Learning how to code online is a very popular approach for beginners. There are many great courses available and I decided to start with taking some of them. I wanted to focus on front-end development mostly so I set my mind on mastering writing HTML, CSS and JavaScript code. Below is the list of online schools I looked at along with courses I took:

Codecademy had gone through a major renovation in the past 2 years. When I logged in to my account to get the links to the courses I took, there were sadly no records of them :(. Luckily there is still an evidence of 102 Badges I collected which allowed me to recall some of the courses I completed.

Essentially, you want to look for HTML, CSS and JavaScript topics. Most of the schools offer different levels of difficultly from Beginner to Advanced. I always made a point to make it to Advanced if I liked the previous levels. The courses are usually have a mix of theory videos and immediate coding practices to strengthen the knowledge. Personally, I really like this approach – it helps to gather the basic concepts without overloading yourself with more than you can handle at once.

Current Price: $19.99 / month

I was taking several courses on that platform prior to Pluralsight acquired Code School so I can’t tell much about Pluralsight itself. But I did look at the courses available and saw that the ones I took are actually still there:

JavaScript Road Trip Part 1

JavaScript Road Trip Part 2

JavaScript Road Trip Part 3

There were also a couple of HTML and CSS courses I finished as well but they are no longer available. I found a few equivalents instead:

HTML Fundamentals

Introduction to CSS

I started to broaden the area of my learning a bit and took Git and Node.js courses. After all, programming requires having many skills (not just coding):

Git Real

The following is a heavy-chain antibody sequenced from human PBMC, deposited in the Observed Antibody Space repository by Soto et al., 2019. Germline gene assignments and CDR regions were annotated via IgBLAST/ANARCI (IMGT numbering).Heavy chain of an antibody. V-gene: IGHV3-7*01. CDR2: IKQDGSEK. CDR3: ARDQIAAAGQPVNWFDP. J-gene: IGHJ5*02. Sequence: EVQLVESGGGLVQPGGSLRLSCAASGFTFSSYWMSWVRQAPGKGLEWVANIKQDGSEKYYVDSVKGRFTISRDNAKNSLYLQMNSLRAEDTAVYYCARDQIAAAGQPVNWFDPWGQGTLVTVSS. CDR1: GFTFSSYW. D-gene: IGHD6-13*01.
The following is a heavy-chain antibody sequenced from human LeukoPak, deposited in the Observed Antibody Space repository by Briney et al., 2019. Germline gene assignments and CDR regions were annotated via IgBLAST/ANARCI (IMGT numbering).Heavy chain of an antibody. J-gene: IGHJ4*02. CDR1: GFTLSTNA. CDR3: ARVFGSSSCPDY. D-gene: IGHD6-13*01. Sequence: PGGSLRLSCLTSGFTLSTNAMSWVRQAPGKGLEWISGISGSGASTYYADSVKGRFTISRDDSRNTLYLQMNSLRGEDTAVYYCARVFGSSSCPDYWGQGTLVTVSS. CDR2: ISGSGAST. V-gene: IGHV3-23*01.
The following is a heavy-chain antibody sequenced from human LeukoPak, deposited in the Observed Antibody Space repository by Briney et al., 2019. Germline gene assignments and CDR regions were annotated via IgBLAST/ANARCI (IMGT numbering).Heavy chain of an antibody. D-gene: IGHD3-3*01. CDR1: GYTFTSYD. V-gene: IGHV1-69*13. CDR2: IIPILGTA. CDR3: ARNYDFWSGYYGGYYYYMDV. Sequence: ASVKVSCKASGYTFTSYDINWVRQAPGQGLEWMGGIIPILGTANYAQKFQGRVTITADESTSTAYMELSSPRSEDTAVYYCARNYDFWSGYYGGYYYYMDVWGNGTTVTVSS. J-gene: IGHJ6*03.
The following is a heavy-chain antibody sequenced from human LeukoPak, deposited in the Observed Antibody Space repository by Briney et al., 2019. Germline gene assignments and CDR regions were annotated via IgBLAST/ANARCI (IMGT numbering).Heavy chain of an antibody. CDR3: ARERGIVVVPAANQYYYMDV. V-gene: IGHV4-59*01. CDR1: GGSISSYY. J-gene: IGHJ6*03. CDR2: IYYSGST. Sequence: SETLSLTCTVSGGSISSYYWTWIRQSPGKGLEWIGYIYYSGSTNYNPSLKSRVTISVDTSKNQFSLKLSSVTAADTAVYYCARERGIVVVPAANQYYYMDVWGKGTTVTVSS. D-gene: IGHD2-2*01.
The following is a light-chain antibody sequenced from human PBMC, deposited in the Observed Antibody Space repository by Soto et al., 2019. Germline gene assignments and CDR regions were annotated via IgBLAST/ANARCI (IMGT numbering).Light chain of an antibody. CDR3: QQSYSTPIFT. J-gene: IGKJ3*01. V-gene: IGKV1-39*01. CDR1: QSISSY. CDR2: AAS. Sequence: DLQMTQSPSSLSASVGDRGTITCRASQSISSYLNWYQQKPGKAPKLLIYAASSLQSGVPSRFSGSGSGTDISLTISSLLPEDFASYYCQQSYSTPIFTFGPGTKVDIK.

Real-time Web with Node.js

My experience with Code School was similar to Codecademy. Each platform offers a self-learning self-paced courses on demand and you are free to learn at your own speed at any time.

Current Price: $35.00 / month

When I started taking online courses, I was nearly sure that all it took was completing them, getting the highest scores possible and I would become a developer.  Well, well, I must disappoint those who think the same here. Taking online courses is great but it is far from the end. In fact, it is just the beginning, a very tiny small step towards becoming that awesome strong developer you want to be.

Below are few more online platforms where I took courses down the road. I recommend them as much as Codecademy and Code School:

And here are a few that I haven’t tried yet but heard good things about:

Would I take online courses again? Yes, absolutely! I think they are excellent for getting the basic concept of what you are trying to learn. To get a bigger picture so to speak. But one must explore more to master the skills.

If you want to know the next step I took, read the next post Part II: Coding Bootcamp. See you there! 🙂

Author: Julia Amosova

Engineering Manager - WooCommerce, Automattic